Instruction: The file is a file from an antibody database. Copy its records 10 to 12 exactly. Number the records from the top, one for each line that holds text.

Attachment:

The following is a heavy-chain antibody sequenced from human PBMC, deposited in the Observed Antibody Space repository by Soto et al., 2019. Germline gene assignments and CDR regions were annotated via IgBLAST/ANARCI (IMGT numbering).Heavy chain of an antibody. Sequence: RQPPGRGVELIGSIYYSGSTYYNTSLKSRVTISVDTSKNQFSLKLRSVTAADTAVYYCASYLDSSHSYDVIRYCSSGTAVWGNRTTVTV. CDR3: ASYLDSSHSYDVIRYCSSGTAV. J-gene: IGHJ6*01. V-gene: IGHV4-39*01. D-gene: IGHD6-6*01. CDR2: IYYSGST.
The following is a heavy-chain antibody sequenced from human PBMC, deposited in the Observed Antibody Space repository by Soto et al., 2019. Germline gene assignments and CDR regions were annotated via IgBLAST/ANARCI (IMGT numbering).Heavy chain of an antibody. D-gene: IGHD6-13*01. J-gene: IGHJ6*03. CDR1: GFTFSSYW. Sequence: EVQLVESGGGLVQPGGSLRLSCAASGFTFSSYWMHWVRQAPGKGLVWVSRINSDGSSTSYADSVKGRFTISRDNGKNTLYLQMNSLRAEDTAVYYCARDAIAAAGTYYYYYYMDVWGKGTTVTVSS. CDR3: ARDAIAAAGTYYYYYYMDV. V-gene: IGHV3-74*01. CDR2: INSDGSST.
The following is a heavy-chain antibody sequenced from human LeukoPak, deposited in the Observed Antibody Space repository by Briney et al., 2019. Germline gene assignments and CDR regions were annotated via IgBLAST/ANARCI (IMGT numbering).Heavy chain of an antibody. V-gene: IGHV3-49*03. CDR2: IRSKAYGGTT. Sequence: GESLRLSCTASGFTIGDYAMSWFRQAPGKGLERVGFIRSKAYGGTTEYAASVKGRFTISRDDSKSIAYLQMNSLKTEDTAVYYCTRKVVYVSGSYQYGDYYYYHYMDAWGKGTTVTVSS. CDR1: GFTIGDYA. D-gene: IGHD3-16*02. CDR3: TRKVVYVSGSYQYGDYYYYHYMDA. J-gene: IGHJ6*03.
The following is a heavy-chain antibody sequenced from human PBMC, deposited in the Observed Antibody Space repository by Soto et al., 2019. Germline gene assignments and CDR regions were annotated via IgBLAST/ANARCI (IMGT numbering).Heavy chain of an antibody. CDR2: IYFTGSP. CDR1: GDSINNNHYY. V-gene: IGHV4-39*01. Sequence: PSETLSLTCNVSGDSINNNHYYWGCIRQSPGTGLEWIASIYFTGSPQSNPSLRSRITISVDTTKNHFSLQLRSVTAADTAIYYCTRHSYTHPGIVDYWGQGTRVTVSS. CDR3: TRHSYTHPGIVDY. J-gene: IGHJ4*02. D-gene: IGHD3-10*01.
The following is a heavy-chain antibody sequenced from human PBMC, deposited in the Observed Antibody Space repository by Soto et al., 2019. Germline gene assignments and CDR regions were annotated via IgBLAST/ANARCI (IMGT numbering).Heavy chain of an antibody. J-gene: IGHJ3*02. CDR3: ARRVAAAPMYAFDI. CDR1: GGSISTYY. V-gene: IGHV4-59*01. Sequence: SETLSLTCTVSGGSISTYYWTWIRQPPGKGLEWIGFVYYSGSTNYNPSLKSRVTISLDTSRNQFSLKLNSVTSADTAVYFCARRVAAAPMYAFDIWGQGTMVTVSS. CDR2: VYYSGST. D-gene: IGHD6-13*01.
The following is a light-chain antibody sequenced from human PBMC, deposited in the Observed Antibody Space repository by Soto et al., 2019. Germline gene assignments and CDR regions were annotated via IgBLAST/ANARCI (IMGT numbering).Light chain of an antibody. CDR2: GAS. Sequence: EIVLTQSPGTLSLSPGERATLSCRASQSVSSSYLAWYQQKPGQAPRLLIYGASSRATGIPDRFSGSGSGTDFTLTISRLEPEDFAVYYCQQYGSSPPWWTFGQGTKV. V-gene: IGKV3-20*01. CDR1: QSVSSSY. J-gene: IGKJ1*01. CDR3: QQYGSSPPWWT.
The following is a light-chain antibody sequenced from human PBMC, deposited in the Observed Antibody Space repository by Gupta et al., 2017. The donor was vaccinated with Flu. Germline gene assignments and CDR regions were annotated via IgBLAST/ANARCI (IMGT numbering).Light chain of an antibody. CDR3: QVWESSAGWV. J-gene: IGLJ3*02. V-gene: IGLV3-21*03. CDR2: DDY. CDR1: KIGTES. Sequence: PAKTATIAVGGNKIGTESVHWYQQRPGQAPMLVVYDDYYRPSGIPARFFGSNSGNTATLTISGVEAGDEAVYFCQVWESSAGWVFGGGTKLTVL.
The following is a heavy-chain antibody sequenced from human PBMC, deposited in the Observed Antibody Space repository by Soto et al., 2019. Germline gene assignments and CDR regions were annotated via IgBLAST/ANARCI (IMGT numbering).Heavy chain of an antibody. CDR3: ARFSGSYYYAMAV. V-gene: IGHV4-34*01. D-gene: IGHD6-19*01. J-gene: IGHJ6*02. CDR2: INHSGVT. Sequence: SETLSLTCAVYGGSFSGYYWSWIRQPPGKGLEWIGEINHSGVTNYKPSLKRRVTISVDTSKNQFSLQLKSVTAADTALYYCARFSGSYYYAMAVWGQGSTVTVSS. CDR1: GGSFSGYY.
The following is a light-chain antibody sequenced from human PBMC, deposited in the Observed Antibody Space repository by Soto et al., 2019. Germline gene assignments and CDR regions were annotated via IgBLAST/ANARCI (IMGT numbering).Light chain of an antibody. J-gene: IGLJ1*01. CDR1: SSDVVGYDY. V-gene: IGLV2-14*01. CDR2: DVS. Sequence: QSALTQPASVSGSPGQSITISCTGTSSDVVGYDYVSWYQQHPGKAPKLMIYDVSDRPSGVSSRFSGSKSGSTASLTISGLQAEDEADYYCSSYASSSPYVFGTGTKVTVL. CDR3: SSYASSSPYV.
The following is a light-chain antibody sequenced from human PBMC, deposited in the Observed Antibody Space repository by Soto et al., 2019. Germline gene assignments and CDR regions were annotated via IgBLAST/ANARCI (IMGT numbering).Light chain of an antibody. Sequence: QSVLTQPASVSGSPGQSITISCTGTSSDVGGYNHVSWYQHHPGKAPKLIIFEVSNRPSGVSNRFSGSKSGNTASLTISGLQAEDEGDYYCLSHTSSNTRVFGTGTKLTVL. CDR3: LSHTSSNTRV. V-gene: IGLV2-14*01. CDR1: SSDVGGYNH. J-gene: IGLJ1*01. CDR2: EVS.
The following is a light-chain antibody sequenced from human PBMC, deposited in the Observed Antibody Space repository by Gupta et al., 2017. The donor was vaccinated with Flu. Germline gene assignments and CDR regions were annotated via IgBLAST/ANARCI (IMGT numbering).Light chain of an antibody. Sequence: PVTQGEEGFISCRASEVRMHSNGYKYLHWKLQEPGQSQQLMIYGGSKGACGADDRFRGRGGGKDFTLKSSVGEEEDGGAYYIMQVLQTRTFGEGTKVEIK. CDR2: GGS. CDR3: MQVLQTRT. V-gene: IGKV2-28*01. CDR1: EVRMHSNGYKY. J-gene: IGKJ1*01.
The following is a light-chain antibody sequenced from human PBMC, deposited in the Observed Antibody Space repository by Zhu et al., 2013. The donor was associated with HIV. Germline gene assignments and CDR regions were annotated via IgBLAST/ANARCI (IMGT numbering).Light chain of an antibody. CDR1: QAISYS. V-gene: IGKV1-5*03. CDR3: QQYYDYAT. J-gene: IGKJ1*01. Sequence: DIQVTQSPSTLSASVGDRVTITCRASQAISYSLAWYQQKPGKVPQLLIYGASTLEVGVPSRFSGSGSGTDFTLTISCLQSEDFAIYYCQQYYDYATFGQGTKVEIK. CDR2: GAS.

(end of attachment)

The following is a light-chain antibody sequenced from human PBMC, deposited in the Observed Antibody Space repository by Soto et al., 2019. Germline gene assignments and CDR regions were annotated via IgBLAST/ANARCI (IMGT numbering).Light chain of an antibody. Sequence: QSVLTQPASVSGSPGQSITISCTGTSSDVGGYNHVSWYQHHPGKAPKLIIFEVSNRPSGVSNRFSGSKSGNTASLTISGLQAEDEGDYYCLSHTSSNTRVFGTGTKLTVL. CDR3: LSHTSSNTRV. V-gene: IGLV2-14*01. CDR1: SSDVGGYNH. J-gene: IGLJ1*01. CDR2: EVS.
The following is a light-chain antibody sequenced from human PBMC, deposited in the Observed Antibody Space repository by Gupta et al., 2017. The donor was vaccinated with Flu. Germline gene assignments and CDR regions were annotated via IgBLAST/ANARCI (IMGT numbering).Light chain of an antibody. Sequence: PVTQGEEGFISCRASEVRMHSNGYKYLHWKLQEPGQSQQLMIYGGSKGACGADDRFRGRGGGKDFTLKSSVGEEEDGGAYYIMQVLQTRTFGEGTKVEIK. CDR2: GGS. CDR3: MQVLQTRT. V-gene: IGKV2-28*01. CDR1: EVRMHSNGYKY. J-gene: IGKJ1*01.
The following is a light-chain antibody sequenced from human PBMC, deposited in the Observed Antibody Space repository by Zhu et al., 2013. The donor was associated with HIV. Germline gene assignments and CDR regions were annotated via IgBLAST/ANARCI (IMGT numbering).Light chain of an antibody. CDR1: QAISYS. V-gene: IGKV1-5*03. CDR3: QQYYDYAT. J-gene: IGKJ1*01. Sequence: DIQVTQSPSTLSASVGDRVTITCRASQAISYSLAWYQQKPGKVPQLLIYGASTLEVGVPSRFSGSGSGTDFTLTISCLQSEDFAIYYCQQYYDYATFGQGTKVEIK. CDR2: GAS.